Ultimate Frisbee’s Fresh Take on Sports

Ultimate Frisbee’s Fresh Take on Sports

1969 was an eventful year. It was known for Woodstock, the moon landing and—if you looked close enough—the first Ultimate frisbee game. Ultimate was invented in a time of change, and it shows through the game’s rules and community. The majority of team sports have referees, but Ultimate is self-officiated, relying on the players to make calls on fouls and turnovers. 

Because it is self-officiated, Ultimate stresses the importance of fairness and good sportsmanship. This is called ‘spirit of the game’ and is another unique part of the sport. The philosophy is a huge component of Ultimate and can be a drastic change from more mainstream sports such as soccer and basketball. Abigail Freund, captain of our school’s girls Ultimate Frisbee team and coach for middle schoolers, has witnessed this transition.

“We’re getting kids from other sports and sometimes that’s difficult… recognizing that spirit of the game is more important, and we can’t just push each other around on the field,” Freund said. 

Many players do not start the sport until high school or college, so there is no expectation for new recruits to know the sport. Henry Mehan, a player for our school’s boys frisbee team, felt this sentiment. 

“I was playing basketball a little bit before, and I was just not that great. I played frisbee, and I’m still not great, but I feel … I could join in high school rather than having played my whole life,” Mehan said.

Ultimate frisbee is unique not only in its spirit but in how it tackles gender division. It is one of the few sports that has had mixed gender teams since it was invented, such as the mixed club team Espionage. 

“When you get older, more adult leagues are typically mixed, and so people play a lot of mixed frisbee,” Espionage player Abigail Austin said. 

Club Ultimate is one of the highest levels to play in the United States. It has women-matching, mixed and open (men’s with the option of other genders) teams at most tournaments. Mixed teams approach gender in a way many other sports do not.

“I’ve had teammates who are transgender, and they really only feel comfortable on mixed teams, because it allows them a space that doesn’t define who they are,” Freund said. 

In club games, players are integrating hand signals made across the field that say if the player is women-matching or male-matching during matchups. This is done so others do not assume their gender identity. There are ongoing discussions in mixed teams about how to better adapt to modern views of gender.

“Ultimate doesn’t feel stuck, it doesn’t feel like it isn’t willing to evolve. It’s willing to change; it’s willing to take different steps,” Austin said. 

This doesn’t mean there aren’t still changes to be made. In mixed teams, 74% of catches and throws are done by men, with only 26% done by women. This shows how female players are rarely the first option their teammates look to in games.

“Every time I walk on the field, I feel like I have to prove something to somebody,” Freund said. 

She has been playing Ultimate for seven years.

There is also a large gap in the number of players on the team depending on their gender. Our school’s boys team has around 50 players according to their captain Joseph Dokken, but our girls team is under half that number, coming in at 23 members.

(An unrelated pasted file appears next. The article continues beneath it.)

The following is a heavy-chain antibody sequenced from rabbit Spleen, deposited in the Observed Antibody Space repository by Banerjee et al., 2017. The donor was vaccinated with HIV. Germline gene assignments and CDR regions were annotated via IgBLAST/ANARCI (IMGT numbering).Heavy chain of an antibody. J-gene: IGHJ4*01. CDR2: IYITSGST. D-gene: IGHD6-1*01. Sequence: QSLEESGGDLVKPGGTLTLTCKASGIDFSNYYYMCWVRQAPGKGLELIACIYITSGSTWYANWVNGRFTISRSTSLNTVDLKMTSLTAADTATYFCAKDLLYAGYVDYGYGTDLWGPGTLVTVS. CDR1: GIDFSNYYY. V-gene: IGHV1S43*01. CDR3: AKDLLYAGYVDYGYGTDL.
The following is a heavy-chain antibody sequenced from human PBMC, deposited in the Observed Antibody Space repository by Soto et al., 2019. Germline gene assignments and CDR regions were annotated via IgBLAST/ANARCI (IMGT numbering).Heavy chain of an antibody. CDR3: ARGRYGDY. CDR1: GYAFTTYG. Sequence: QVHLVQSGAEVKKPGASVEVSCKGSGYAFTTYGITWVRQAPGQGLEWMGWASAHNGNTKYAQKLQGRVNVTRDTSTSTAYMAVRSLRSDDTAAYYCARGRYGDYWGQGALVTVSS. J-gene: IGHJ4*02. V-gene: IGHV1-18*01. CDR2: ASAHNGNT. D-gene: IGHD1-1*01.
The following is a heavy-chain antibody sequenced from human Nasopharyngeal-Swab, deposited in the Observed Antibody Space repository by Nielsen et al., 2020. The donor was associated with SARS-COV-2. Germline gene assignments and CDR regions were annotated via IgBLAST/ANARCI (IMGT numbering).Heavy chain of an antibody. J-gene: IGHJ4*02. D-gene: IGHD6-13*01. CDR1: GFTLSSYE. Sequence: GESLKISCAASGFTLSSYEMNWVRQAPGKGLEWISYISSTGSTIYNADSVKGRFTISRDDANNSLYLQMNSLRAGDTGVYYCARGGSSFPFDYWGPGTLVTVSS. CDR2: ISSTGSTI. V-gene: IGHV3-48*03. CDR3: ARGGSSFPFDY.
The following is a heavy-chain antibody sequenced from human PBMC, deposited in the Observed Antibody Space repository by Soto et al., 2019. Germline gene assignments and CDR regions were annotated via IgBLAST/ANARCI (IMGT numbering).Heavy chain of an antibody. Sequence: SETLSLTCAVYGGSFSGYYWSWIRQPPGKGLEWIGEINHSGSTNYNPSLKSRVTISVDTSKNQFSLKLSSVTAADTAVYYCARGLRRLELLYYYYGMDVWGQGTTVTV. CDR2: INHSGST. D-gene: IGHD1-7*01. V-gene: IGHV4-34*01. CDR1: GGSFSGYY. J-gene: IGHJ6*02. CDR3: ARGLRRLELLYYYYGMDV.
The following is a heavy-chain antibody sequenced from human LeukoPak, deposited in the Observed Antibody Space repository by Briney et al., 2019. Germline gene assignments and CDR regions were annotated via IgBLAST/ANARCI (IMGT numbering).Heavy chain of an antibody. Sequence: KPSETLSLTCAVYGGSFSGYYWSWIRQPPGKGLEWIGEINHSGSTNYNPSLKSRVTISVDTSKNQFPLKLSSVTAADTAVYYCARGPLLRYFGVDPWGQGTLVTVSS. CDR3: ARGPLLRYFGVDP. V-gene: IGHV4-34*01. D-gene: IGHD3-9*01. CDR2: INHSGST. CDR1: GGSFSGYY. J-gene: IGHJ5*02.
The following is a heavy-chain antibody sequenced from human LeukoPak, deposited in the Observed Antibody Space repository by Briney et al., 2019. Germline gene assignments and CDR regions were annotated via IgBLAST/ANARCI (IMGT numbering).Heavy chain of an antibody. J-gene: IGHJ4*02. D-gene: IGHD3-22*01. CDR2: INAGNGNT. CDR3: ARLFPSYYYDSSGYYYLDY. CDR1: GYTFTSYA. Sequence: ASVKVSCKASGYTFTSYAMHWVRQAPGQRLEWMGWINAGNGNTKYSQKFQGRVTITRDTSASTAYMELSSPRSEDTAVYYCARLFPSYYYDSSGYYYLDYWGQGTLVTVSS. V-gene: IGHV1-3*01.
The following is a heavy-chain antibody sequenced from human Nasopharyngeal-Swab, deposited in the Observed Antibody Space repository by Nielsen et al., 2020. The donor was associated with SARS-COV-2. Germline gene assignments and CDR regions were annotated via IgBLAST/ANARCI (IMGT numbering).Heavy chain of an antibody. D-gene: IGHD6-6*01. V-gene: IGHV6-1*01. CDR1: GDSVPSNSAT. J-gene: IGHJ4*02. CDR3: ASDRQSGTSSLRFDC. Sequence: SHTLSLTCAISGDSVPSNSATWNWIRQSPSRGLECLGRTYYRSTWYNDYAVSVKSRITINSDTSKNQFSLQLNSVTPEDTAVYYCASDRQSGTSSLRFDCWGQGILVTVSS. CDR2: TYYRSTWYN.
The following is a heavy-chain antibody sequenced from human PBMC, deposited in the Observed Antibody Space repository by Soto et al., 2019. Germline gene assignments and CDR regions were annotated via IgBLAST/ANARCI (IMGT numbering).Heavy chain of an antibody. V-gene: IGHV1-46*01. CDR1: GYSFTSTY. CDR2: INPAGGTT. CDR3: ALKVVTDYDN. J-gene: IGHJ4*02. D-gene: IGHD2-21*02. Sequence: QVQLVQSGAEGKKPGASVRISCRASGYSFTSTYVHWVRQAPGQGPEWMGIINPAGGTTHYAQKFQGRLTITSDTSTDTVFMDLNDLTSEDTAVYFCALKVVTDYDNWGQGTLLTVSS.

“[Middle school Ultimate] was very guy-dominated. I think that was mostly because we didn’t get the word out to girls,” Freund said. 

Ultimate is spread through word of mouth. With more boys joining earlier, whispers of the sport spread faster than with girls. Austin is a coach for the WACCtown team, part of the Youth Ultimate League of Arlington (YULA), and has noticed this mystifying pattern. 

“It’s a question that I know YULA is trying to figure out,” Austin said. 

Freund finds it difficult to instill the attitude that Ultimate can be fun and casual rather than a huge commitment. Because of this, only around half of her teammates join her at games. These small numbers can cause trouble for our school’s girls team each coming fall. 

“It’s this rebuilding every year, and unless you have a program that’s really built around frisbee and the community that it can provide, it seems constantly viewed as something that’s just, ‘I’m never gonna do that, that’s just not going to be a thing for me,’” Freund said. 

Middle school is once again a large link in this pattern. HB-Woodlawn has a strong Ultimate division, partially because players can start as early as 6th grade.

A large team does not always mean perfection, though. The number of players on our boys ultimate team and the limit of seven players on the field does not always contrast well.

“Sometimes people do get fed up a little bit with the amount of playing time they get,” Dokken said.

Ultimate as a whole has taken leaps and bounds to create a welcoming environment. However, this does not mean it is picture-perfect from publicity to gender imbalance.

“[Ultimate’s] really good and at the same time has so much to go,” Freund said.

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About the Contributor
Lily Dezfulian
Lily Dezfulian, Illustrator
Lily Šekarić Dezfulian is a junior entering her second year on staff. Besides playing for the Yorktown Ultimate Frisbee team, Lily rock climbs and plays volleyball and basketball outside of school. She continues her epic battle against the Montenegrin language and its seven cases. Her favorite book is I Who Have Never Known Men and she enjoys sketching strangers.

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